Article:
From left, Dr. Richard Wild, chief medical officer for the U.S. Centers for Medicare & Medicaid Services Atlanta Region, Chaouki T. Abdallah, Georgia Tech's executive vice president for research, and Kirk Barnes, health technology catalyst at ATDC. (Photo: Péralte C. Paul)

From left: Dr. Richard Wild, chief medical officer for the U.S. Centers for Medicare & Medicaid Services Atlanta Region; Chaouki T. Abdallah, Georgia Tech’s executive vice president for research, and Kirk Barnes, ATDC’s health technology startup catalyst at the Federal Healthcare Innovation Summit co-hosted by ATDC and NASCO Sept. 12, 2018. (Photo: Péralte C. Paul)

Panelists address issues related to mental health and how to move away from the stigma of discussing mental health, depression and warning signs of suicide at the ATDC and Cox Enterprises-sponsored Silence The Shame Panel Sept. 12, 2018. (Photo: Ben Andrews)

Panelists address issues related to mental health and how to move away from the stigma of discussing mental health, depression and warning signs of suicide at the ATDC and Cox Enterprises-sponsored Silence The Shame Panel Sept. 12, 2018. (Photo: Ben Andrews)

Southeastern Trade Adjustment Assistance Center receives $1.2 million in federal funds

SETAAC serves eight southeastern states and helps manufacturers affected by foreign import trade better compete.

SETAAC serves eight southeastern states and helps manufacturers affected by foreign import trade better compete.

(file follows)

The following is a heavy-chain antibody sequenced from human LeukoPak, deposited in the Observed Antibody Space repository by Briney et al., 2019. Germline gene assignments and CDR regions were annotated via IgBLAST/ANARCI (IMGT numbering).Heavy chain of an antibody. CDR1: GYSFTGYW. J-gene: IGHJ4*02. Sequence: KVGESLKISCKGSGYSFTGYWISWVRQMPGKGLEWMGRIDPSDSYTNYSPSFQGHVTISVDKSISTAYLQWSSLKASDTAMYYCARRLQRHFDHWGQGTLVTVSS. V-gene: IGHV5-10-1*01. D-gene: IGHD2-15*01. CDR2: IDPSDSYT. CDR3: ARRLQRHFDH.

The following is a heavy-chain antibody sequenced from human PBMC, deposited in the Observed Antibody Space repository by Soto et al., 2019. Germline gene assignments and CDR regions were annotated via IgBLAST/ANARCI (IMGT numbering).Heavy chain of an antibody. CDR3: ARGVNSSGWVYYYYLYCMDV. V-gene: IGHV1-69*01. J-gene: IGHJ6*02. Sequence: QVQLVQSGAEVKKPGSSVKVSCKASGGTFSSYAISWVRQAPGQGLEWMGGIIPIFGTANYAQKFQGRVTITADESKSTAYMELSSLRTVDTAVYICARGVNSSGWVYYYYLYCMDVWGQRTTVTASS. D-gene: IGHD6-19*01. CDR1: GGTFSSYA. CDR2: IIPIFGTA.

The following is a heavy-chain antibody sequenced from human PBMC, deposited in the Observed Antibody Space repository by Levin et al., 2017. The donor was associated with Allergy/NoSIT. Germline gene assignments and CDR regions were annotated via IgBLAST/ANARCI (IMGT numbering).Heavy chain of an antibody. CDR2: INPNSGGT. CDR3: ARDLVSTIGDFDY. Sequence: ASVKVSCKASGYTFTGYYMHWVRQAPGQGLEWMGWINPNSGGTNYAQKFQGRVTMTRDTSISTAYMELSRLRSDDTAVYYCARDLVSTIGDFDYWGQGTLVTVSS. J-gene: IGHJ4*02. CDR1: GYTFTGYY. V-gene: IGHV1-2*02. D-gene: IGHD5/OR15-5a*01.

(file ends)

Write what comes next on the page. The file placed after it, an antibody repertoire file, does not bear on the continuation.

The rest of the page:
The U.S. Economic Development Administration (EDA) awarded $13 million in federal funds to support 11 Trade Adjustment Assistance Centers (TAACs), including the Southeastern Trade Adjustment Assistance Center (SETAAC) at Georgia Tech, which received $1.2 million.

 

TAACs support a wide range of technical, planning, and business recovery projects to assist companies and the communities that depend on them adapt to international competition and diversify their economies.

 

“President Trump is engaged in a daily fight to ensure the latest success of American manufacturers and businesses turns into a permanent trend,” said Secretary of Commerce Wilbur Ross in a statement. “This program is just one element of a vast, government-wide effort to restore jobs, strengthen domestic manufacturing, and ensure free, fair, and reciprocal trade.”

 

The announced grants are for the third year of a funding cycle that runs from 2016 to 2021.

 

SETAAC, a program of the Georgia Institute of Technology’s Enterprise Innovation Institute (EI2), was established in 1974. In addition to serving Georgia, SETAAC works with companies in Alabama, Florida, Kentucky, Mississippi, North Carolina, South Carolina, and Tennessee.